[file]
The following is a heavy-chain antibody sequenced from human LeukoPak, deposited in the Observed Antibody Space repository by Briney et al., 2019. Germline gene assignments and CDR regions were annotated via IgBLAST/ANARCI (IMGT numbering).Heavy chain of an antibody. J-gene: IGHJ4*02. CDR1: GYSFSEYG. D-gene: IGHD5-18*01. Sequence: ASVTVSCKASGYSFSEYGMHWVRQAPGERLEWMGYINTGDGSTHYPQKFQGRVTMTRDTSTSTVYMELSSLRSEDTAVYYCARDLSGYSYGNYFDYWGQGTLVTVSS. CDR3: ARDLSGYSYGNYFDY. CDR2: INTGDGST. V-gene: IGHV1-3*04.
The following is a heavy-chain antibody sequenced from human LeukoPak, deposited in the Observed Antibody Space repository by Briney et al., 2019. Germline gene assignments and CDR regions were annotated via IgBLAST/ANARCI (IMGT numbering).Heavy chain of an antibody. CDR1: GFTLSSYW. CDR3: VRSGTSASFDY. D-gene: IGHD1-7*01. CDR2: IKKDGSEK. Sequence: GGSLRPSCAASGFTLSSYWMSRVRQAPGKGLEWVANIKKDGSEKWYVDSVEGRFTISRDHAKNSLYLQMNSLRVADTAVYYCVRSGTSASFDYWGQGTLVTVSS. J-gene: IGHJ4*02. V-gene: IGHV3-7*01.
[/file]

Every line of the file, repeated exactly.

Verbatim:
The following is a heavy-chain antibody sequenced from human LeukoPak, deposited in the Observed Antibody Space repository by Briney et al., 2019. Germline gene assignments and CDR regions were annotated via IgBLAST/ANARCI (IMGT numbering).Heavy chain of an antibody. J-gene: IGHJ4*02. CDR1: GYSFSEYG. D-gene: IGHD5-18*01. Sequence: ASVTVSCKASGYSFSEYGMHWVRQAPGERLEWMGYINTGDGSTHYPQKFQGRVTMTRDTSTSTVYMELSSLRSEDTAVYYCARDLSGYSYGNYFDYWGQGTLVTVSS. CDR3: ARDLSGYSYGNYFDY. CDR2: INTGDGST. V-gene: IGHV1-3*04.
The following is a heavy-chain antibody sequenced from human LeukoPak, deposited in the Observed Antibody Space repository by Briney et al., 2019. Germline gene assignments and CDR regions were annotated via IgBLAST/ANARCI (IMGT numbering).Heavy chain of an antibody. CDR1: GFTLSSYW. CDR3: VRSGTSASFDY. D-gene: IGHD1-7*01. CDR2: IKKDGSEK. Sequence: GGSLRPSCAASGFTLSSYWMSRVRQAPGKGLEWVANIKKDGSEKWYVDSVEGRFTISRDHAKNSLYLQMNSLRVADTAVYYCVRSGTSASFDYWGQGTLVTVSS. J-gene: IGHJ4*02. V-gene: IGHV3-7*01.